One of the most fascinating aspects of William Shakespeare's plays has been the ability to adapt them to fit modern circumstances and contemporary settings. In recent years, teachers gained a great tool for introducing students to these plays with modern updates such as Baz Luhrmann's Romeo and Juliet in 1996 that featured gun-toting Capulets and Montagues in a gang feud. But while this is certainly not the first film to update the bard's plays, it is also not necessarily the best example. Other film versions have been made that can also be used by teachers to gain the interest of students or simply by lovers of Shakespeare seeking a new approach to time-honored classics. Here, then, are some of the best modern performances of Shakespeare.Titus (1999) - One of Shakespeare's most underappreciated plays is Titus Andronicus. This play is so over-the-top when it comes to sex and violence that it turns off elitists who like their Shakespeare dry and boring. As such, Julie Taymor's modern update of the play is a great way to show those who aren't used to Shakespeare that his plays can be anything but stuffy. This film, which stars Sir Anthony Hopkins (Silence of the Lambs) and Jessica Lange (American Horror Story), is an exploration of vengeance and the modern obsession with violence. It involves a father seeking revenge on the rapists who attacked and brutally mutilated his daughter. The film is a curious blending of ancient Rome, Mussolini-era fascism, and modern teenage violence.
Richard III (1995) - Many teachers have a very hard time teaching Shakespeare's history plays because of student's lack of background knowledge when it comes to the politics of the War of the Roses. However, Richard Loncraine's 1995 version of Shakespeare's great historical villain, Richard III, transfers the play to a fascist 1930's England. Ian McKellen (Lord of the Rings, X-Men) plays the title character as a Hitler-like figure who murders most of his family members in his rise to the crown. Besides the brilliant performances, the film shows the timelessness of Shakespeare as it brilliantly moves the specific time period to a modern setting.Macbeth (2010) - One of the most taught plays in the Shakespeare canon is his Scottish play, Macbeth. In 2010, Great Performances aired a production of the play starring Patrick Stewart (X-Men, Star Trek: The Next Generation) as the title character. As with his X-Men co-star's version of Richard III, Stewart played the part of the murderous tyrant as a Hitler-Stalin hybrid. The 20th century setting is not simply window-dressing and most first timers will love the introduction of the three witches who appear as war hospital nurses murdering one of their patients.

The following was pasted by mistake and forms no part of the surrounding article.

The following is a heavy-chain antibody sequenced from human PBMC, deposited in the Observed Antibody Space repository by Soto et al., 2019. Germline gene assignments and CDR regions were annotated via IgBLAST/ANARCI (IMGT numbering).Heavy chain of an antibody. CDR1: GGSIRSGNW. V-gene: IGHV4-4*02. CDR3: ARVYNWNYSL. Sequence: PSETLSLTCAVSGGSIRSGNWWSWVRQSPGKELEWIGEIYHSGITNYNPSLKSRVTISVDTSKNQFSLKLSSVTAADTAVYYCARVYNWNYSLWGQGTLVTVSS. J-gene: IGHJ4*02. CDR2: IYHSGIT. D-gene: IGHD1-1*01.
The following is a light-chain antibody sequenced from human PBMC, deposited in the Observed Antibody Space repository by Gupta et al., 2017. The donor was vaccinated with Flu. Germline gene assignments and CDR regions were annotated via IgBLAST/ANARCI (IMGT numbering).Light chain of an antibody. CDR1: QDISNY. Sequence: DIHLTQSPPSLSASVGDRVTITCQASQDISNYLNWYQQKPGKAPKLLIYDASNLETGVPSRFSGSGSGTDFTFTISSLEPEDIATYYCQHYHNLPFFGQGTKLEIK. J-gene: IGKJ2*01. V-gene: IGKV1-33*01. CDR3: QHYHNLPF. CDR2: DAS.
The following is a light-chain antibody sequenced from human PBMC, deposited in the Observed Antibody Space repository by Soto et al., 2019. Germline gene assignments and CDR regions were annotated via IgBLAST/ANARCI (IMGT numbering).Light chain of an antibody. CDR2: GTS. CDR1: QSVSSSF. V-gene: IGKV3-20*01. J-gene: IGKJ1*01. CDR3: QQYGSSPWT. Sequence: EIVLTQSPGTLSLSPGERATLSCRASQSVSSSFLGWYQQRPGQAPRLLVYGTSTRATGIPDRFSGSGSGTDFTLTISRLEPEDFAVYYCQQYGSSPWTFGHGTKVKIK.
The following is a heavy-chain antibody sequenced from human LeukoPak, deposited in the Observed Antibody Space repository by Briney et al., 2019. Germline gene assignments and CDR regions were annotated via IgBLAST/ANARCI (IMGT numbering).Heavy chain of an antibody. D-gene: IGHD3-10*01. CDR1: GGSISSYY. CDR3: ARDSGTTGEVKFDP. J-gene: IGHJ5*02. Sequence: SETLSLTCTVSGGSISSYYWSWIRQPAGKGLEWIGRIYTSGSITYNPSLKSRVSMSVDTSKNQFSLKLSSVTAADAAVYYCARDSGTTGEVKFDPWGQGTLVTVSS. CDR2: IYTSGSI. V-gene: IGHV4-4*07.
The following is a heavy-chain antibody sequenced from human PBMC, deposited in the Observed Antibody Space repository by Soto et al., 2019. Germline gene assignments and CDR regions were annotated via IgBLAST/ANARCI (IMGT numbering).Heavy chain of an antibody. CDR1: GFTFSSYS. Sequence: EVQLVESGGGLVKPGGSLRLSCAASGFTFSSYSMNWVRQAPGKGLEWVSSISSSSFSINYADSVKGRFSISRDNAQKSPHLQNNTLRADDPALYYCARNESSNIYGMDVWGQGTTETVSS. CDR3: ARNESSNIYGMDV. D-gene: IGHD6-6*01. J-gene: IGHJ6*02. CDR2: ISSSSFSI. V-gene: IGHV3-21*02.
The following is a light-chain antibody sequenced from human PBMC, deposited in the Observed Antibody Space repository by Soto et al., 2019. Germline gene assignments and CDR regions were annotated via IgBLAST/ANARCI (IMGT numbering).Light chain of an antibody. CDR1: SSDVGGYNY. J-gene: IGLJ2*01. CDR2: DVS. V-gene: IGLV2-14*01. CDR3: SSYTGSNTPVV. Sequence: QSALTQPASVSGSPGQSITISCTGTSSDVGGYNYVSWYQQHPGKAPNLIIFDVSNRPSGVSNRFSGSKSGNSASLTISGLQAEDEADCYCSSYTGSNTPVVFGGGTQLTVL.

Scotland, PA (2001) - Taking the same Shakespearean play in a completely different direction is Scotland, PA, a modern retelling of Macbeth. This film is set in a 1970's Pennsylvania fast food restaurant as one of the managers (Macbeth) plans to murder the owner of the restaurant (Duncan) at the behest of his ambitious wife, Lady Macbeth (The Good Wife's Maura Tierney). This film version uses modern language instead of Shakespeare's original iambic pentameter but it does not reduce the quality of the movie which can show students again how timeless and applicable Shakespeare is to modern audiences.
The four modern performances of Shakespeare are just a sampling of the material that is available to teachers and fans of the bard. They represent a cross-section of styles and genres that show the versatility and range of Shakespeare in performance.